The push to improve employment prospects for veterans after they return home is paying off - about one in every three people hired by the federal government now is a military veteran - but it's also causing confusion and resentment in both civilians looking for the same jobs and those doing the hiring.
Starting in January, Defense Secretary Carter announced Thursday, all military jobs in all branches will be open and available to women. Carter said that his decision to open all jobs to women was shared by the secretaries of the Navy, Army and Air Force and the commander of the U.S. Special Operations Command. Only one military leader, Gen. Joseph Dunford - then the Marine Corps Commandant, now Chairman of the Joint Chiefs - recommended keeping some positions closed to women.
Major Lisa Jaster, an Army Reserve officer and West Point graduate became the third woman to graduate from the Army's famed Ranger School earlier this month. She, along with Capt. Kristen Griest and 1st Lt. Shaye Haver, are the only three women to graduate from the school from the class of 19 women that began back in April.
The commanding general of First Army, Lt. Gen. Michael Tucker, shared his thoughts on the training and readiness of the National Guard and Reserve, and his plan to improve their capabilities and mobilization readiness in an interview with ArmyTimes.com. One of his biggest gripes - 39 days of training a year are not enough for an "operational reserve" force!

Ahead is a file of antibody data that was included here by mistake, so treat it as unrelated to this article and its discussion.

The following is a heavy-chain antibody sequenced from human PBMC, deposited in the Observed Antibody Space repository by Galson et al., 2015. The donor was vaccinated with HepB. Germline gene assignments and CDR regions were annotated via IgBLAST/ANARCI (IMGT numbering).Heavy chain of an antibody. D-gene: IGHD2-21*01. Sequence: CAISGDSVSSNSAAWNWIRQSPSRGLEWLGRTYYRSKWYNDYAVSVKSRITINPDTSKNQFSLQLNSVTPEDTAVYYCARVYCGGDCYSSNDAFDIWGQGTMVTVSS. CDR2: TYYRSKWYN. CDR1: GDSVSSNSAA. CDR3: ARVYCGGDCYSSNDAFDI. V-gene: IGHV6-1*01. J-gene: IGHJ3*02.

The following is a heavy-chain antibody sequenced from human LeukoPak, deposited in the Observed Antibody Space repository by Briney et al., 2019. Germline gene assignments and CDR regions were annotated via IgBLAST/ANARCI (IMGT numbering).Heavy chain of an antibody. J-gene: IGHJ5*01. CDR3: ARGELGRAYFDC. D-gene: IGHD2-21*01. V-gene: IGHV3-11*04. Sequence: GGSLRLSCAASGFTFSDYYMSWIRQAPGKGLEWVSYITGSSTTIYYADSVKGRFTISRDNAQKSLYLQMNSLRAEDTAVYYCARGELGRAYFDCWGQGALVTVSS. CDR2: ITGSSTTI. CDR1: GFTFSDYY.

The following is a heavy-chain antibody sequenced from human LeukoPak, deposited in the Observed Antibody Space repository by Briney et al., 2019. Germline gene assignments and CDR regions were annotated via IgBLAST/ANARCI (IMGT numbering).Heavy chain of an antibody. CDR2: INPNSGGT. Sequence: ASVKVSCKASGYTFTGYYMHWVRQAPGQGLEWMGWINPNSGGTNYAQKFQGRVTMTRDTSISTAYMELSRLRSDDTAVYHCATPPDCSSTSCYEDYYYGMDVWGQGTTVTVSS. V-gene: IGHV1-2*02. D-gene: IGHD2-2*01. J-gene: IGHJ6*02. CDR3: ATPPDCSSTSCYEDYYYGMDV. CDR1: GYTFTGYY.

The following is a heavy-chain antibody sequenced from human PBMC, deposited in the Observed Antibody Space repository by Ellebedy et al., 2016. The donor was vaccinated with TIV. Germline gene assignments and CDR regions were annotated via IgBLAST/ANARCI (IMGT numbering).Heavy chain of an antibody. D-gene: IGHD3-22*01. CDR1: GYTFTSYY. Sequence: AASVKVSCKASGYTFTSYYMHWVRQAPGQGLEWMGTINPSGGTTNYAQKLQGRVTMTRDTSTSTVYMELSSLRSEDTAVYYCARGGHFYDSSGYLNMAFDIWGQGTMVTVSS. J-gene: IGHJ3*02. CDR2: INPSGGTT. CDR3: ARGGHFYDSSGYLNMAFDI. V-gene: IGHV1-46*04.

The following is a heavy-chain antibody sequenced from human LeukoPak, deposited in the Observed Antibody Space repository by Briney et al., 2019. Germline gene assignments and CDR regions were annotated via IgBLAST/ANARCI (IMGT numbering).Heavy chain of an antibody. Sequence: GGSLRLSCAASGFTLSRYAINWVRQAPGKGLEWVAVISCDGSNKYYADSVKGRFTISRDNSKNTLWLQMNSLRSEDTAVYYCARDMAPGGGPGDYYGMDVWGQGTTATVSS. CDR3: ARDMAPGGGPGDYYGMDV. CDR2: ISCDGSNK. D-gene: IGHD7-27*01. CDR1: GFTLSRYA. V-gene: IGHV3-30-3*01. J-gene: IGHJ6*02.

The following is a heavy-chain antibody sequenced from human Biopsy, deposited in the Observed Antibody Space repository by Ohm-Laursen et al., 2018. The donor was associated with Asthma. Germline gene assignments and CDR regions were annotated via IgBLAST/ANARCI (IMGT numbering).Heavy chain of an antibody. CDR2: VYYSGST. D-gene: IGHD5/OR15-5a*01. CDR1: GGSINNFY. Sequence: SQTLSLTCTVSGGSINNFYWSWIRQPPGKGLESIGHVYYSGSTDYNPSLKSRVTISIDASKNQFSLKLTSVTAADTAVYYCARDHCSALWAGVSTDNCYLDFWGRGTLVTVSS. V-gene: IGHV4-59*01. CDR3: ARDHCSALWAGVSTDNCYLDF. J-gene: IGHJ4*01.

The push for gender equality in all branches of the US military will likely mean that women will have to register for the draft, according to Army Secretary John McHugh. Currently just males 18-25 have to register for the Selective Services System, an independent government agency. Failure to register is a felony and can limit access to things like student loans and government jobs.
Despite stretched budgets across the military, the US Marine Corps Forces Reserve will continue to give Reserve Marines opportunities to participate in international deployments and large scale exercises, to help keep Reservists busy as the active-duty Corps begins to take back some missions that they passed off to the Reserve forces over the past 14 years.
According to Lt. Gen. Jeffrey Talley, chief of the Army Reserve and commanding general of Army Reserve Command, budget cuts have been taking a toll on both the readiness and modernization of the Army Reserve - even as the demand for Reserve soldiers and their unique capabilities is on the rise.
Two House Republicans are concerned that the Commission on the Future of the Army, group that is tasked by Congress to study the future of the US Army, National Guard, and Army Reserve, may not be functioning as it was intended.
France is awarding its highest honor, the Legion of Honor medal, to the three Americans and one Briton that subdued a heavily-armed passenger that was on their high-speed train that was heading from Amsterdam to Paris with 500 passengers.